The limited battery lifespan on the Casio WSD-F10 is not the fault of the device or Casio, but a natural drawback given the state of smartwatches today. I almost want to wear a more traditional light-powered Casio sports watch in addition to the Casio WSD-F10 as a backup device. When Casio and other brands are able to offer full smartwatch functionality without having to connect a host smartphone device and offer a few weeks to a few months of battery life, then I promise you these devices will be adopted by mainstream consumers in truckloads. There is just so much inherent possibility and fun you can have with a device like this and the apps.
Sometimes, I like to turn off phone notifications altogether and just use features like weather and map data or more complicated sensors’ data applications to remind me of what smartwatches make available that even traditional Casio sport watches cannot. I find that a lot of the haters who dislike smartwatches simply haven’t played with them enough to tweak their operation to best suit them.
In many ways, this is not the fault of consumers, because the devices themselves are still not designed with perfect user interfaces. For instance, to fully control the watch, you need to use both the onscreen settings, the Android Wear app on your phone, as well as the Casio Moment Setter+ app. That is essentially three pieces of software, and simply too complex for mainstream consumers. Eventually, this will all be refined – this is Casio’s first smartwatch, after all.
When it comes to design, I have no problems with the look of the Casio WSD-F10 despite its gorilla-size (that I find charming a lot, actually). The interface of the software that Casio designed is generally very good and useful, and I like how they are branching out into new aesthetic codes when it comes to how they are designing the screens. I’ll say that the Casio software and screens look far sexier than the stock stuff you’ll find in Android Wear.
There really aren’t many drawbacks to the device which aren’t inherent to current Android Wear or smartwatches at this time. Of course, there are more features included in Android Wear that I am not covering, but it doesn’t make sense for me to re-review the operating system each time I talk about a new device. Casio’s debut entrant into the smartwatch space is a solid effort worthy of the Casio name, and I know this is just the beginning. It does command a slight premium price over some other Android Wear smartwatches, and even the base Apple Watch sport. With that said, you do get some extra functionality and it still costs 1/3 of what the TAG Heuer Connected does.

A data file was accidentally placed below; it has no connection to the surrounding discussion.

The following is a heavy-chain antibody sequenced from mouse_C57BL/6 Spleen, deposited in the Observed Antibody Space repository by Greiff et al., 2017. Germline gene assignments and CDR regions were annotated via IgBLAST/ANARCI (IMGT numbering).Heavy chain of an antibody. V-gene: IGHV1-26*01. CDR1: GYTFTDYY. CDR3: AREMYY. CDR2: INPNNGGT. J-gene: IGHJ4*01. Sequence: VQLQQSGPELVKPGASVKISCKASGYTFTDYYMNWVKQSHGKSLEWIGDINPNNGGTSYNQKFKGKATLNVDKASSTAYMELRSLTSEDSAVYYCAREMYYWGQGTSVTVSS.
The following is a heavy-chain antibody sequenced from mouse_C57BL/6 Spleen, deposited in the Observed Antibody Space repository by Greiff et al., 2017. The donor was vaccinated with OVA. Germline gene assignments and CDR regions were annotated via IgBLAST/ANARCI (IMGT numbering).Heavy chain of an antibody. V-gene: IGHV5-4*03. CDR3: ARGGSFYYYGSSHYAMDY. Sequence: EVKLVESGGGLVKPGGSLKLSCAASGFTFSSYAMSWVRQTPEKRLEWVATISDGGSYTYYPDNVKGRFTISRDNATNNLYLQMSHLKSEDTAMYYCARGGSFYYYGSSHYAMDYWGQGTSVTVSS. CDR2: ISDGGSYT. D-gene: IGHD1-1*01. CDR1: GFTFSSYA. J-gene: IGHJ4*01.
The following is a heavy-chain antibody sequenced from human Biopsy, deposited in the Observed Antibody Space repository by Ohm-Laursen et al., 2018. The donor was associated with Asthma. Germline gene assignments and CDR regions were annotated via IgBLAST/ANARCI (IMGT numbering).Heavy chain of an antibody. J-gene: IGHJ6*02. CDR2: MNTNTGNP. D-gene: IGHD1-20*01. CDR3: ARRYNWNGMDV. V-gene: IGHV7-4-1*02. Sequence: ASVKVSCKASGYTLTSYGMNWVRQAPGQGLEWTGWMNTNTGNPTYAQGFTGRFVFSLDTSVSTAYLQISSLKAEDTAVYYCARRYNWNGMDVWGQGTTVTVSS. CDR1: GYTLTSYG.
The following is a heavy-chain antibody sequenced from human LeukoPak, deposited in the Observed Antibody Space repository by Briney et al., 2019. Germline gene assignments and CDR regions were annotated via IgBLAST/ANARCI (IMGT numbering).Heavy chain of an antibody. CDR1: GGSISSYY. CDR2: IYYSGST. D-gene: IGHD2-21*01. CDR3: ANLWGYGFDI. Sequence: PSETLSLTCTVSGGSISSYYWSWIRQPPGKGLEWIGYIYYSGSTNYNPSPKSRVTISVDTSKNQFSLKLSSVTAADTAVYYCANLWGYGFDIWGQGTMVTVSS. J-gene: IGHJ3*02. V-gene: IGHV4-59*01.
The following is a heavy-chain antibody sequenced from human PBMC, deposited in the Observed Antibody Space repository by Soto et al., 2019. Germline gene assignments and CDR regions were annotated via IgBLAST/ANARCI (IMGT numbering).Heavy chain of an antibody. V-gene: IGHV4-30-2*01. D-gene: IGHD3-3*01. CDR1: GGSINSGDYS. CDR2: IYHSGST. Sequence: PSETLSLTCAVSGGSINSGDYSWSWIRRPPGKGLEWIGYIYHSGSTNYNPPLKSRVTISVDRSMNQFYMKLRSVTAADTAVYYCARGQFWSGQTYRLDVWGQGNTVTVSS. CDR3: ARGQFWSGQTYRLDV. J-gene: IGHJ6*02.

You’ll find lots of little gems to enjoy in what Casio designed for the WSD-F10, and while it doesn’t replace their existing world of smartwatches, it signifies the birth of a very important new family of products from the extremely capable Japanese watch maker. Price for the Casio WSD-F10 smartwatch is $500. wsd.casio.com
>Model: WSD-F10 (WSD-F10BK as tested)
>Price: $500 USD
>Size: 56.4mm wide
>Would reviewer personally wear it: Yes.
>Friend we’d recommend it to first: Outdoors guy or gal comfortable with Casio and ready to see how connected technology aids their adventurous pursuits.
>Best characteristic of watch: Attractive, sporty design in a well-built case with welcome extras such as “triple sensor” technology that Casio brings to the table. High-quality, in-house-designed watch faces, but there could be more of them with more customization.
>Worst characteristic of watch: Normal pitfalls of current Android Wear devices including battery life and sometimes cumbersome ways of adjusting settings. Large size of case might turn off some despite comfortable wear on the wrist.